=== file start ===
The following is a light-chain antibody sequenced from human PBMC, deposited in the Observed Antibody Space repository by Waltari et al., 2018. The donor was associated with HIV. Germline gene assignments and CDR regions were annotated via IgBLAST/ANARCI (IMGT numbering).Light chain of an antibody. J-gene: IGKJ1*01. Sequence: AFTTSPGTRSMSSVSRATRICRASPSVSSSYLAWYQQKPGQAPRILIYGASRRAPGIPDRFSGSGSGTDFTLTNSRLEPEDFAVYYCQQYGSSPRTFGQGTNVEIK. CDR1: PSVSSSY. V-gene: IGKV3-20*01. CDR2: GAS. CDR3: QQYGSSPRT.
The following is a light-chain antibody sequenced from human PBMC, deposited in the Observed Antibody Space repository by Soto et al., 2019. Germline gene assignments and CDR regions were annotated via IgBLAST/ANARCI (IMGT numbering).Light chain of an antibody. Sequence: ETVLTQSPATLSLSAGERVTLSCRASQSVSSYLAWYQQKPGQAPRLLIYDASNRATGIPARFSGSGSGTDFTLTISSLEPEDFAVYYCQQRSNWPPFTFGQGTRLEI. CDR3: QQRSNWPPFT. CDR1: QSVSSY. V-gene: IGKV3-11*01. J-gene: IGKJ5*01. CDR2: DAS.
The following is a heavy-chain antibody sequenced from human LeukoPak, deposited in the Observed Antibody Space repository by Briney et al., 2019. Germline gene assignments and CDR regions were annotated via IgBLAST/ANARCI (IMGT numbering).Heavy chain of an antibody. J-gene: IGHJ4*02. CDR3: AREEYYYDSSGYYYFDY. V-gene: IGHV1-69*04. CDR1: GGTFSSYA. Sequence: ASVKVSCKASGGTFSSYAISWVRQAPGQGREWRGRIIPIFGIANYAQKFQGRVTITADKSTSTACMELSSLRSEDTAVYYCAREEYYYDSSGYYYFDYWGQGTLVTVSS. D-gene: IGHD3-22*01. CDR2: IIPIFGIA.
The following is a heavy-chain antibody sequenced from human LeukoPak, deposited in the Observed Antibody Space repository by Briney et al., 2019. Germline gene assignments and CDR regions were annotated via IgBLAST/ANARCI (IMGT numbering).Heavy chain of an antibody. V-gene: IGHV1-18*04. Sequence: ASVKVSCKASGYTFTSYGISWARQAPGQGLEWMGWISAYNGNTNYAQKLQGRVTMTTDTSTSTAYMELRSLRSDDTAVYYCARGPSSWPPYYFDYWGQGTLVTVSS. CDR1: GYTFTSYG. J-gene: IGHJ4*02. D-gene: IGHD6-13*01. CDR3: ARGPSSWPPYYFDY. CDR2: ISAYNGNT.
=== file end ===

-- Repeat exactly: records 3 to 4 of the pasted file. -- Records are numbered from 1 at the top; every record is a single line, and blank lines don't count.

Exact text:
The following is a heavy-chain antibody sequenced from human LeukoPak, deposited in the Observed Antibody Space repository by Briney et al., 2019. Germline gene assignments and CDR regions were annotated via IgBLAST/ANARCI (IMGT numbering).Heavy chain of an antibody. J-gene: IGHJ4*02. CDR3: AREEYYYDSSGYYYFDY. V-gene: IGHV1-69*04. CDR1: GGTFSSYA. Sequence: ASVKVSCKASGGTFSSYAISWVRQAPGQGREWRGRIIPIFGIANYAQKFQGRVTITADKSTSTACMELSSLRSEDTAVYYCAREEYYYDSSGYYYFDYWGQGTLVTVSS. D-gene: IGHD3-22*01. CDR2: IIPIFGIA.
The following is a heavy-chain antibody sequenced from human LeukoPak, deposited in the Observed Antibody Space repository by Briney et al., 2019. Germline gene assignments and CDR regions were annotated via IgBLAST/ANARCI (IMGT numbering).Heavy chain of an antibody. V-gene: IGHV1-18*04. Sequence: ASVKVSCKASGYTFTSYGISWARQAPGQGLEWMGWISAYNGNTNYAQKLQGRVTMTTDTSTSTAYMELRSLRSDDTAVYYCARGPSSWPPYYFDYWGQGTLVTVSS. CDR1: GYTFTSYG. J-gene: IGHJ4*02. D-gene: IGHD6-13*01. CDR3: ARGPSSWPPYYFDY. CDR2: ISAYNGNT.